How pumice can float and form giant rafts traveling thousands of kilometers on the ocean

Scientists from the University of California used X-ray experiments in Berkeley’s synchrotron to have new findings of the volcanic stone

It’s true — some rocks can float on water, even for years at a time. They’re so-called pumice rafts, agglomerations of this lightweight volcanic rock which can form debris patches on the ocean of hundreds of meters length, travel thousands of kilometers across the ocean and even cause trouble for boats. Scientists of the University of California at Berkeley have now found an explanation for this phenomenon.

While it is long known that pumice can float because of pockets of gas in its pores, it was not understood how those gases remain trapped inside the stone for prolonged periods.

„It was thought that the pumice’s porosity is essentially sealed,” says Kristen E. Fauria, a UC Berkeley graduate student who led the study. But pumice’s pores are largely open and connected.

Some pumice stones have even been observed to „bob” in the laboratory — sinking during the evening and surfacing during the day.

By X-ray experiments – performed at Berkeley Lab’s Advanced Light Source (ALS), an X-ray source known as a synchrotron – the researchers found that the gas-trapping processes that are in play in the pumice stones is related to surface tension, a chemical interaction between the water’s surface and the air above it that acts like a thin skin. It allows some creatures, including insects and lizards, to actually walk on water.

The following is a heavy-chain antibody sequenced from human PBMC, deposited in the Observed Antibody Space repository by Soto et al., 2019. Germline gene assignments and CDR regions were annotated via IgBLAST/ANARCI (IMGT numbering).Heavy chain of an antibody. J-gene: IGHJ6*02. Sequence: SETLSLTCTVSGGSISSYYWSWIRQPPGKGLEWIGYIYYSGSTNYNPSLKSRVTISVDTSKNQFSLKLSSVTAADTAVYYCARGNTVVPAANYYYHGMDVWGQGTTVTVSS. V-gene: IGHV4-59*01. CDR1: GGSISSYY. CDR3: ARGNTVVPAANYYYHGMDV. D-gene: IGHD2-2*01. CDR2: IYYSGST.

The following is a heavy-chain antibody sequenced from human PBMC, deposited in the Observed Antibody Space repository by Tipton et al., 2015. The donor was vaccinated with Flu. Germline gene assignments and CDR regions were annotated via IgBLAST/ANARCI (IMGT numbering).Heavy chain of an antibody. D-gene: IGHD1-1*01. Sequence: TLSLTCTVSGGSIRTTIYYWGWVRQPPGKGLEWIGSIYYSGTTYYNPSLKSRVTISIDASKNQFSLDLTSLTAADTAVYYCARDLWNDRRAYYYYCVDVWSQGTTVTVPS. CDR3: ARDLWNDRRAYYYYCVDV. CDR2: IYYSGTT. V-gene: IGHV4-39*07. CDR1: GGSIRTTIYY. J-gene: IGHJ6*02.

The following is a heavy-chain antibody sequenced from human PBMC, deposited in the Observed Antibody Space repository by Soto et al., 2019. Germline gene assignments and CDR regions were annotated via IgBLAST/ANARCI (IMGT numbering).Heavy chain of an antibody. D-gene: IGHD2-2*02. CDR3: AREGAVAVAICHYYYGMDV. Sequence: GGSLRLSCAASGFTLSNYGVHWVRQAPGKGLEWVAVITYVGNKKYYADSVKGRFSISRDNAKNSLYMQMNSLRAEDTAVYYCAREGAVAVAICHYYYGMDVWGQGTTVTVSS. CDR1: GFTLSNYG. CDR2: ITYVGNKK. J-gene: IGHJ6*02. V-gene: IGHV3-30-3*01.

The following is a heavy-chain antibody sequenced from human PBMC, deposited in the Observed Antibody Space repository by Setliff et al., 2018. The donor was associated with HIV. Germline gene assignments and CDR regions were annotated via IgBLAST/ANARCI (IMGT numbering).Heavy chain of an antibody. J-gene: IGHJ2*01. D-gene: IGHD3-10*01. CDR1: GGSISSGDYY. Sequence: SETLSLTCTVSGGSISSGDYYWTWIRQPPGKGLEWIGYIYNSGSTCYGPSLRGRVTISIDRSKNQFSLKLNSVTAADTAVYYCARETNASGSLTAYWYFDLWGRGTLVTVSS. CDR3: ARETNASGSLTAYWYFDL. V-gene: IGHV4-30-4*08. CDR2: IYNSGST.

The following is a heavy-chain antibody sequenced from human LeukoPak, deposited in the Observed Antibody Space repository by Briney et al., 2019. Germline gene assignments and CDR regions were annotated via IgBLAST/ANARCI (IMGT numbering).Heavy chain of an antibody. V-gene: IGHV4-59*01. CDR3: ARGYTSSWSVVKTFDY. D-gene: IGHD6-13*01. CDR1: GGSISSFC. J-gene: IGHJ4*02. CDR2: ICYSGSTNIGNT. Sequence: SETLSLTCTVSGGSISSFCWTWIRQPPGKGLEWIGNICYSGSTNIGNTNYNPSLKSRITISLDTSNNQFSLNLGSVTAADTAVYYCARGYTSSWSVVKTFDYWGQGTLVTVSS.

Surface tension serves to keep the bubbles locked inside the pumice for prolonged periods. „The process that’s controlling this floating happens on the scale of human hair,” Fauria says. „Many of the pores are really, really small, like thin straws all wound up together. So surface tension really dominates.”

Only on longer time-scales diffusion processes let the gas „leave“ the pores and enter the outside water causing the stone to sink.

The „bobbing“ of pumice rafts is caused by changes in the outside temperatures which make the gas expand during the heat of the day and lets the stones float on the surface until the temperature drops and they sink.

 On August 10, 2006, Nasa’s „Aqua“ satellite captured the aftermath of a volcano eruption at the Tonga Islands in the South Pacific: above is a giant pumice raft, at the left a new island emerging out of the water partially hidden by its own plume. For comparison, the bottom image shows the same area on September 15, 2005. Photo: Nasa / Wikimedia Commons

The study may also help to better understand undersea volcanoes whose eruptions are very difficult to trap.

Here, another question is how volcanic stone, ejected from deep underwater sources, finds its way to the surface: While pumice from volcanoes on land tends to be smaller than a golf ball pieces spewed from submarine eruptions vary widely in size. They can typically be about the size of an apple, but may also reach one meter in length.

Learning about its flotation of those rafts can help understand how species are spread around the planet; pumice is nutrient rich and readily serves as a seafaring carrier of plant life and other organisms.

Floating pumice can also be a hazard for boats, as the ashy mixture of ground-up pumice can clog engines.

The study was published in Earth and Planetary Science Letters.

University of California